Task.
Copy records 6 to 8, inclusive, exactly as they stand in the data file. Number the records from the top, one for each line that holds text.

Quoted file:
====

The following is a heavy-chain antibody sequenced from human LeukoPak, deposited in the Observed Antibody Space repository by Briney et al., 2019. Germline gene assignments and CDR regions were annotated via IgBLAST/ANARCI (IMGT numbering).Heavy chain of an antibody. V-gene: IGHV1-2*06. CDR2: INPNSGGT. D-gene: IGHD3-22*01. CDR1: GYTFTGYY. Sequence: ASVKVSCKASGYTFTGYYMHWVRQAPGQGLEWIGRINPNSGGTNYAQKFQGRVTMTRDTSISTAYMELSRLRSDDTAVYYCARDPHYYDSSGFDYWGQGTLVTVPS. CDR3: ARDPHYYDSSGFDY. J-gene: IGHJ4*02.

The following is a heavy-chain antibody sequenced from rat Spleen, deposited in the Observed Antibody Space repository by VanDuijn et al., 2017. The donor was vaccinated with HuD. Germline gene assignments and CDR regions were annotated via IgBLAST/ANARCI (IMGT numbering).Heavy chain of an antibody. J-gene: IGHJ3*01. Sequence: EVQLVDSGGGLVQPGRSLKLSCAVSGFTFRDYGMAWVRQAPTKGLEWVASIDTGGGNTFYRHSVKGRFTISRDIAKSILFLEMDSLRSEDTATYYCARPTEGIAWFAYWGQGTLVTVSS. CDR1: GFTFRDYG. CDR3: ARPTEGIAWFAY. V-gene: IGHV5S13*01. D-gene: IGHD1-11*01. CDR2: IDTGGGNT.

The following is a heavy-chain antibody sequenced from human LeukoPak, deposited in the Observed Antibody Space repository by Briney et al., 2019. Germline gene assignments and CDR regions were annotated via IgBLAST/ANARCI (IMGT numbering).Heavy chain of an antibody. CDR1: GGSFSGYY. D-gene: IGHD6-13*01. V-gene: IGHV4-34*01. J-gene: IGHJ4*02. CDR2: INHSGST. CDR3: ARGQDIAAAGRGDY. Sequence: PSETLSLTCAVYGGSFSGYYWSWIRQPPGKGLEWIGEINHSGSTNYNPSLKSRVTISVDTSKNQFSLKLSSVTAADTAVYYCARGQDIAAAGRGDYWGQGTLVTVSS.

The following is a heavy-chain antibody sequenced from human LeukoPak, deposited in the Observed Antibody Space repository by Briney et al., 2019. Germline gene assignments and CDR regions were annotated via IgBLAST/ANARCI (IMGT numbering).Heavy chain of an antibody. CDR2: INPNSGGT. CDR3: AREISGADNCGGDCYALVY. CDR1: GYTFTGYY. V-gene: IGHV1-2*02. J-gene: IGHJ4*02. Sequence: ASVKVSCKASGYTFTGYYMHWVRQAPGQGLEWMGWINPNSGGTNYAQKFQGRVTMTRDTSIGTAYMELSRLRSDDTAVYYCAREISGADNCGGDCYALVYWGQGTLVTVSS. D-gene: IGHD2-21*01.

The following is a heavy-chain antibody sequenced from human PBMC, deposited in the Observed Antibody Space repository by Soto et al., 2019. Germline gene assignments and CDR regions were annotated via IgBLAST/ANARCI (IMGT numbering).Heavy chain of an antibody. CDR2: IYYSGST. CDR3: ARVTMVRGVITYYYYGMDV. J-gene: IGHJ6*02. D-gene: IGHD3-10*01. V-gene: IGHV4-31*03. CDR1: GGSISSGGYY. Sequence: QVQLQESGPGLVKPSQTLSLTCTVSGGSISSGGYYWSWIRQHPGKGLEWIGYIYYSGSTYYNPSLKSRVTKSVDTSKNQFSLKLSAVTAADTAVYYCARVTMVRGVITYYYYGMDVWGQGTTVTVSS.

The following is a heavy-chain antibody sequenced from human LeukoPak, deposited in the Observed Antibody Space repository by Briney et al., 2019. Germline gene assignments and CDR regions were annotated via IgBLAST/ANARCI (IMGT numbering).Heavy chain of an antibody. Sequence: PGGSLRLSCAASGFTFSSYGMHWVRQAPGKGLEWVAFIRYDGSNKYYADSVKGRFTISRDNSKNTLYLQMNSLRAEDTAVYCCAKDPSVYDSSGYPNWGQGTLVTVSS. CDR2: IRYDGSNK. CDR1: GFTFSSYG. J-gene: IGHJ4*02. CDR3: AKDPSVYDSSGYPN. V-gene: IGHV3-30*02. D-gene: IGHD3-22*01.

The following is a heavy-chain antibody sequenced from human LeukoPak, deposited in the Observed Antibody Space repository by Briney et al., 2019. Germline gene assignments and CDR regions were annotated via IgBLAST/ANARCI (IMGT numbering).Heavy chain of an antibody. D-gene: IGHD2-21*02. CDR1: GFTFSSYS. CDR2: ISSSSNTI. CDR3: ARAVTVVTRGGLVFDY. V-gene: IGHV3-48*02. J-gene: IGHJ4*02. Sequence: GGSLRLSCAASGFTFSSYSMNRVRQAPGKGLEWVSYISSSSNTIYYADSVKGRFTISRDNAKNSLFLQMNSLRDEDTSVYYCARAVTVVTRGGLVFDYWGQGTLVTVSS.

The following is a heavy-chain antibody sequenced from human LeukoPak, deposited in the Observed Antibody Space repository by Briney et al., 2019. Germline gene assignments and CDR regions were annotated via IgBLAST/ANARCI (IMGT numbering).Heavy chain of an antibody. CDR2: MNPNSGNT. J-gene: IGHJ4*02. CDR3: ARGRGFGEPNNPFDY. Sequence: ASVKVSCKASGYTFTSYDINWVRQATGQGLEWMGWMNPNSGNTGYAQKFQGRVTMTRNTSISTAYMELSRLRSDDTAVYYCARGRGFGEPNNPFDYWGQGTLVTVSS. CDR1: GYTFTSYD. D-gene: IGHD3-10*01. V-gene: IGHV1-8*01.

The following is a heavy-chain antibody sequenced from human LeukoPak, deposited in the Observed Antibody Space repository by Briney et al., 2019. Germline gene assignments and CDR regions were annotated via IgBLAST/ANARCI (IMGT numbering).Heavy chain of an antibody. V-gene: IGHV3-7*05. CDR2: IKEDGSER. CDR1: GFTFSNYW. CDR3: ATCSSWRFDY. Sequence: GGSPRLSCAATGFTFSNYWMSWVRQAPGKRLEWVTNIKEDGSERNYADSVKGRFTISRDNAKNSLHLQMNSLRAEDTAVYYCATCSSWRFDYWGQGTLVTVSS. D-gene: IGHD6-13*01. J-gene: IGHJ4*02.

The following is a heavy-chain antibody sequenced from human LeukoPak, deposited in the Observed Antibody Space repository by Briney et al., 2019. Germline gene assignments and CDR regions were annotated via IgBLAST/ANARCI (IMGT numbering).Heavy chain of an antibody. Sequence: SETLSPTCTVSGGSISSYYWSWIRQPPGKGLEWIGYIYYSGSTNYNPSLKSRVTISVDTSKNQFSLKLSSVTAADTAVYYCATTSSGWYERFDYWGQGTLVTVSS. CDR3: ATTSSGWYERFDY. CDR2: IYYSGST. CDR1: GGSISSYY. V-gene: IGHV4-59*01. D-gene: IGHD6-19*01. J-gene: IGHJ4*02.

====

The following is a heavy-chain antibody sequenced from human LeukoPak, deposited in the Observed Antibody Space repository by Briney et al., 2019. Germline gene assignments and CDR regions were annotated via IgBLAST/ANARCI (IMGT numbering).Heavy chain of an antibody. Sequence: PGGSLRLSCAASGFTFSSYGMHWVRQAPGKGLEWVAFIRYDGSNKYYADSVKGRFTISRDNSKNTLYLQMNSLRAEDTAVYCCAKDPSVYDSSGYPNWGQGTLVTVSS. CDR2: IRYDGSNK. CDR1: GFTFSSYG. J-gene: IGHJ4*02. CDR3: AKDPSVYDSSGYPN. V-gene: IGHV3-30*02. D-gene: IGHD3-22*01.

The following is a heavy-chain antibody sequenced from human LeukoPak, deposited in the Observed Antibody Space repository by Briney et al., 2019. Germline gene assignments and CDR regions were annotated via IgBLAST/ANARCI (IMGT numbering).Heavy chain of an antibody. D-gene: IGHD2-21*02. CDR1: GFTFSSYS. CDR2: ISSSSNTI. CDR3: ARAVTVVTRGGLVFDY. V-gene: IGHV3-48*02. J-gene: IGHJ4*02. Sequence: GGSLRLSCAASGFTFSSYSMNRVRQAPGKGLEWVSYISSSSNTIYYADSVKGRFTISRDNAKNSLFLQMNSLRDEDTSVYYCARAVTVVTRGGLVFDYWGQGTLVTVSS.

The following is a heavy-chain antibody sequenced from human LeukoPak, deposited in the Observed Antibody Space repository by Briney et al., 2019. Germline gene assignments and CDR regions were annotated via IgBLAST/ANARCI (IMGT numbering).Heavy chain of an antibody. CDR2: MNPNSGNT. J-gene: IGHJ4*02. CDR3: ARGRGFGEPNNPFDY. Sequence: ASVKVSCKASGYTFTSYDINWVRQATGQGLEWMGWMNPNSGNTGYAQKFQGRVTMTRNTSISTAYMELSRLRSDDTAVYYCARGRGFGEPNNPFDYWGQGTLVTVSS. CDR1: GYTFTSYD. D-gene: IGHD3-10*01. V-gene: IGHV1-8*01.